Wednesday, November 19, 2008

Announcing MOCA: Mobile imaging and diagnosis solution for the developing world

Some of you have been wondering what I've been up to.  One of the projects I've been working on is to scale global health delivery using mobile phones.

MOCA's mission is to provide flexible and scalable IT architecture to empower social entrepreneurs and NGOs to scale rural health diagnosis using mobile information and communication technologies.  For more, check out


One of the largest problems facing the developing world is a lack of trained physicians. While there is not a shortage of untrained or semi-trained workforce, many health workers in many developing nations are not able to dispense adequate care due to a lack of expertise.

Issues in delivering affordable and effective health care in developing countries include: lack of skilled or semi-skilled health care workers for accurate screening and referral; lack of a permanent and portable record of a patient's medical history; lack of medical diagnostic devices; poor supply chains for replacing medical equipment; poor treatment compliance; slow rates of information flow; and lack of quality auditing to identify bottlenecks and quantify health care improvements.

NGOs and social entrepreneurs are starting to build their own models to solve different types of medical challenges all over the developing world using the power of mobile solutions. Our system provides an instant infrastructure to capture media and patient information using whatever method is appropriate to the locale, and send it to a centralized server with sophisticated workflow management and diagnosis software. The system is turnkey, allowing for easy integration with existing systems. In addition, it is completely customizable for any organization.


MoCa, is a remote medical diagnostics platform for health workers in developing nations. It is an end-to-end system that seamlessly connects health workers to medical professionals.


Between 80 and 90 percent of the world's population live within range of a cell phone tower. A centralized health record, accessible and updatable via mobile phones and web-browsers therefore permits a secure and continuous record of health care for the poorest section of society worldwide.

The use of a mobile phone to add images, audio recordings and video, to a patient's medical record leverages an existing infrastructure to deliver medical technology and decision support to regions of the earth that lack a supply chain and infrastructure for training, hardware support and treatment compliance.

The mobile phone, as a medical instrument, offers a suite of sensors, almost ubiquitous remote connections to databases and a network of experts, and significant computational power for automated or semi-automated diagnostic classification of diseases, training and treatment recommendations.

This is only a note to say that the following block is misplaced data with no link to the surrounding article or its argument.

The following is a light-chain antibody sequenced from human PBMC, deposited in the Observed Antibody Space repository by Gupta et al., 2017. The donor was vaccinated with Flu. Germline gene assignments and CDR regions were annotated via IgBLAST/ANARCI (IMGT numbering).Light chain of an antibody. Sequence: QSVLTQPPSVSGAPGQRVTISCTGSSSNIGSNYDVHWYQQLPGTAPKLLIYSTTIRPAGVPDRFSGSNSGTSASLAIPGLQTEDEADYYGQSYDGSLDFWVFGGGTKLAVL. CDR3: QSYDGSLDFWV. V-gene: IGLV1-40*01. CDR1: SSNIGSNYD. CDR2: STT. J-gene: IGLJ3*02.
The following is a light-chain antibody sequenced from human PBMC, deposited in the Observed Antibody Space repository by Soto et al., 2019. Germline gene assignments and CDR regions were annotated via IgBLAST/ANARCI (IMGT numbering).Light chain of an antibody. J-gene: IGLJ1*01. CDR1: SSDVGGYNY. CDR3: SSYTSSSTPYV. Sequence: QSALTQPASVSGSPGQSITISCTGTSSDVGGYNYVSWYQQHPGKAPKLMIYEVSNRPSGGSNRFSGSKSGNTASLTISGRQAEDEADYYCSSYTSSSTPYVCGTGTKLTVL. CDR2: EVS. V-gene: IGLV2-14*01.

Moca recognizes that using mobile technologies for telehealth in developing nations requires dealing with many standards, different networks and local challenges ranging from intermittent connectivity and cultural differences. Our system provides an instant end-to-end infrastructure for media-centric remote diagnosis by experts that can be located anywhere in the world. Packetization, a synchronization model, and multi-modal data transport allow MoCa to operate even in poor cellular coverage areas. While the system is mobile-centric, it is designed to provide alternatives such as WiFi and tethered uploads for bandwidth-constrained situations.

Moca also realizes that few instantiations of remote medical diagnostics are the same. Unlike hodge-podge solutions, Moca is highly customizable, allowing organizations to create their own workflows. These workflows can be dynamically loaded onto phones running Moca, and they can be shared between other organizations.

We understand that user interface is extremely important, that's why the Moca interface has been laboriously engineered for ease-of-use and clarity. By leveraging Google Android's API, Moca offers a highly usable and inviting interface.

Another reason to use Moca is because of its commitment to Open Source. The Moca platform is released under the GNU GPL, allowing people to extend, improve, and tweak the system as they choose. We feel that the best way to innovate is through open innovation, allowing organizations, universities, and companies to contribute to Moca.

1 comment:

Anonymous said...

That's brilliant. We need more people doing more work like this.